Windows 95 Turns 20

Click "Start," and have fun.

Scott Schiller

Twenty years ago to the day, Tupac and Biggie were alive. The U.S. was gripped by the O.J. Simpson trial. Gas cost an average of $1.09 per gallon. Coolio was cool. And by the end of the summer, the world was gifted Microsoft’s Windows 95 operating system.

Who better to show us how it worked than Rachel Green and Chandler Bing?

Nostalgia for the ‘90s aside, Windows 95 was one of the most influential things to happen to modern computing, transforming these machines of digital language and processing into tools that were accessible and easy for almost anyone. Windows 95 is basically the computer age’s version of the dinosaur — extinct today, but the ruling species of its time. And it’s all thanks to just a few, simple innovations we now take for granted.

The first and foremost of which is the start menu. After the computer booted up, users could access almost all of the computer’s applications or files simply by clicking on the little button on the bottom left-hand side. It was like a gateway that led to a whole new world of possibilities — from solitaire and minesweeper to kill time, to Winamp and Napster for your music needs, to your choice of Netscape Navigator or Internet Explorer as your Internet browsing tools.

The start menu was the rubicon that made computers into a consumer-friendly market — plain and simple.

The tool bar was also an essential part of Windows 95. Along the idea of the start menu, the tool bar — for any application — gave users a go-to place at the top of the screen for when they needed to figure out how to make an application work the way they wanted. The “File,” “Edit,” “View,” and (most importantly) “Help” headings are now staples of the majority of applications. Users can change their preferences, access different options of the application, and investigate how to troubleshoot any problems they run into.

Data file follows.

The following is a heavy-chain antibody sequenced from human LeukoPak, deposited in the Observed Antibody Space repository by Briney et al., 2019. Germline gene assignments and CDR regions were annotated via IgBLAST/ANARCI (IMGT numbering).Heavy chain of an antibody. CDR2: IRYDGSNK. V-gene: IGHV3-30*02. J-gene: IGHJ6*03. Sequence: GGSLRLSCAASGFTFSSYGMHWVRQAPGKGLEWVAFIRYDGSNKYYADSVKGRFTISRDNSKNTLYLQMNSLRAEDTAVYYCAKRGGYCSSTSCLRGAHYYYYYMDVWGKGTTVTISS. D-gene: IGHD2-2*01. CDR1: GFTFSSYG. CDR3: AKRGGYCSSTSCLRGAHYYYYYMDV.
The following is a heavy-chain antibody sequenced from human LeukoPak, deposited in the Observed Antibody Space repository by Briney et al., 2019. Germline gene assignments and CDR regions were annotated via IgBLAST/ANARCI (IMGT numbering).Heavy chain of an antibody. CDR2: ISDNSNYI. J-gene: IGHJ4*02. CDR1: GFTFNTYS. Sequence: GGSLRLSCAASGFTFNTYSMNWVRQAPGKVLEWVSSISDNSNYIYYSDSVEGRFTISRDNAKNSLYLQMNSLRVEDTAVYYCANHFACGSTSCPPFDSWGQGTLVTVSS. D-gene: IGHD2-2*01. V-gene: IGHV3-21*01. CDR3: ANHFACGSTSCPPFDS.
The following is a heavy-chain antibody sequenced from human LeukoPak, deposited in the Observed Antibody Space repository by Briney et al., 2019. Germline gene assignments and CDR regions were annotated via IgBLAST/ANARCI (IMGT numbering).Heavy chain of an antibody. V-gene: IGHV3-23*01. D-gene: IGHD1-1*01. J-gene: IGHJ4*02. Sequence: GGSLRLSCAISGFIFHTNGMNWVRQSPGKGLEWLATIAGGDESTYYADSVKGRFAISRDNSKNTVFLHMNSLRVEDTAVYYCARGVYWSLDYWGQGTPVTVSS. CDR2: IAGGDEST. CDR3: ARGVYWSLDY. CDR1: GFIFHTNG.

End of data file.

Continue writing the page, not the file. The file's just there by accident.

And let’s not forget how much better all the “windows” on the new OS were to cycle through. Windows 95 was the first operating system to give the option to minimize, maximize, and close out different windows and applications. Yes, it’s almost a stupidly simple feature, but it gave users a bit more power over how to deal with what they were seeing on their desktop. It conferred a bit more power to the consumer and enabled them to organize things as they saw fit — and as operating systems evolved since then, they worked harder and harder to give users more power over their own computing experience.

Of course, Windows 95 wasn’t without its flaws. We still had to deal with Ctrl+Alt+Del as our only recourse for unresponsive apps and confusing issues. Introduced in the early days of the internet, Windows 95 was rife with security problems. And it had a big problem with handling a multi-tasking environment well enough. Some of these issues would be fixed with Windows 98; others, like goddamn Ctrl-Alt-Del would plague Microsoft for years and years to come.

Still, the legacy of Windows 95 is undeniable. For better or worse, many of the intuitive features we use every day on our computers were groundbreaking at the time — and they’ve become an integral part of consumer technology. If you manage to find an old computer with Windows 95 on it, do yourself a favor and take a trip down memory lane — assuming you’re old enough to have memories from those years.

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